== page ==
Recipient transplanted from a pig heart was convicted of stabbing a man

The man who received the historic transplant of a pig's heart was convicted of stabbing a man over 30 years ago

The man who received the historic transplant of a pig’s heart was convicted of stabbing a man over 30 years ago (Photos: University of Maryland School of Medicine)

The Maryland man, who suffers from terminal heart disease and who received a pig heart in a historic medical operation, has a criminal record dating back to 1988, in which he stabbed a man seven times, leaving him paralyzed from the waist down.

David Bennett, 57, was convicted of stabbing in 1988 by Edward Shumaker, The Washington Post reported.

Shumaker’s sister, Leslie Shumaker Downey, said she froze when she realized it was the same man who was causing her family so much distress that she was now portrayed as a medical pioneer.

“Ed suffered,” Downey told the Post. ‘The devastation and trauma, for years, that my family had to deal with.’

Bennett, then 23, had attacked Shumaker while playing pool at a bar after his then-wife Norma Jean Bennett sat on Shumaker’s lap, according to The Daily Mail, a newspaper in Hagerstown.

Bennett hit Schumaker from behind and stabbed him seven times in the stomach, chest and back. He was later charged with intent to murder and openly carrying a concealed weapon, among other charges.

A jury found him guilty of violence and carrying a concealed weapon, but acquitted him of intent to murder. He was sentenced to 10 years behind bars.

The stabbing left Edward paralyzed and forced to use a wheelchair for 19 years before suffering a stroke in 2005 and dying two years later – a week before he would have turned 41 years old.

‘[Bennett] went on and lived a good life. Now he gets another chance with a new heart – but I wish, in my opinion, it had gone to a deserved recipient, ‘she told the newspaper.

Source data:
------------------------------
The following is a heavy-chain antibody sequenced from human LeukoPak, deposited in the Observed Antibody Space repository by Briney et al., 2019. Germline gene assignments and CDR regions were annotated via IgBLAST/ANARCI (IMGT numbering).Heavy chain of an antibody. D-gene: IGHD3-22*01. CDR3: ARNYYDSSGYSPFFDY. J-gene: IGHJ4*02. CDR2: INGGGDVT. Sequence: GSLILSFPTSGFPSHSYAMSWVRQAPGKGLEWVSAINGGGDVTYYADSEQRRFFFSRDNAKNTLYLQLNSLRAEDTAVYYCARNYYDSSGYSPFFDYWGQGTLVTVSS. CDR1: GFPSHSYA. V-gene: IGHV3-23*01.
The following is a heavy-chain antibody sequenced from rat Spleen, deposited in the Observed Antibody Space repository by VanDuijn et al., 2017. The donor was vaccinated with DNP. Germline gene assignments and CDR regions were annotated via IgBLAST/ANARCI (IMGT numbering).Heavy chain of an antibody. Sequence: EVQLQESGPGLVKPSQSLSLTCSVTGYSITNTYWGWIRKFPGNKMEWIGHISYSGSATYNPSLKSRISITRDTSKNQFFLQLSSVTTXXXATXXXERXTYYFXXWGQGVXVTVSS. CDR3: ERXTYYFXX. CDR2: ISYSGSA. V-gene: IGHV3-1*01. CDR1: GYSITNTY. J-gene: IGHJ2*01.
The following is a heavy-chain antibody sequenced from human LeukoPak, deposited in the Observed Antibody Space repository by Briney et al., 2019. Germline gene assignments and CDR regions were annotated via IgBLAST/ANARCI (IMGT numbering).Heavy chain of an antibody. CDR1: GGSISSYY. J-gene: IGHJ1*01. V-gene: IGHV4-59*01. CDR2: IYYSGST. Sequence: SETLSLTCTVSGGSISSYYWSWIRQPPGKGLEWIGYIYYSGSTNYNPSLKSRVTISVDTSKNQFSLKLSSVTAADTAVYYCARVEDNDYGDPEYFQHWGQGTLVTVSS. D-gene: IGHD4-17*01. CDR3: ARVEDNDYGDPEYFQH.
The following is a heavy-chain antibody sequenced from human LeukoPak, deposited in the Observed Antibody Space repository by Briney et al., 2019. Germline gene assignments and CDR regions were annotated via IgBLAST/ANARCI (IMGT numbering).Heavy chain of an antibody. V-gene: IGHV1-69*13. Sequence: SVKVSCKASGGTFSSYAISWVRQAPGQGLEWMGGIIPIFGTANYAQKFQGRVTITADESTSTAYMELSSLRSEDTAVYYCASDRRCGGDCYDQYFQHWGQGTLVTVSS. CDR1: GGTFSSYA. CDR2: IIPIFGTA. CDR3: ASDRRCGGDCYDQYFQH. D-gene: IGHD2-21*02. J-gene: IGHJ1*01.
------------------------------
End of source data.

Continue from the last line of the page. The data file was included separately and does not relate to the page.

The first of its kind procedure saved Bennett’s life and has given a glimmer of hope to others on the organ transplant list, said doctors at the University of Maryland Medical Center where the surgery took place.

More than 106,000 Americans are on the national waiting list for an organ transplant, and 17 people die daily as a result of never receiving an organ they need.

While the family of Shumaker may disagree with the transplant because they feel Bennett was undeserved because of the pain he inflicted on them, doctors share a different opinion.

There are no laws or regulations at the federal level that prohibit anyone with a criminal history from receiving a transplant or an experimental procedure like the one Bennett had. At the local level, hospitals have greater discretion in deciding which individuals qualify to be added to the national waiting list.

Hospitals are also going to consider a person’s history of substance abuse or a prisoner risk of developing an infection while in prison.

Medical ethicists argue that the criminal justice system already imposes appropriate penalties on those convicted of violent crimes, and that withholding necessary medical services should not be added to punishment.

Officials from the University of Maryland Medical Center declined to comment to the newspaper on whether they knew about Bennett’s criminal past.

In a statement, the hospital said they provide ‘life-saving care to any patient who comes through their doors based on their medical needs, not their background or living conditions.’

“This patient came to us in dire need,” they said.

Bennett’s son, David Bennett Jr., declined to discuss his father’s criminal record with the newspaper.

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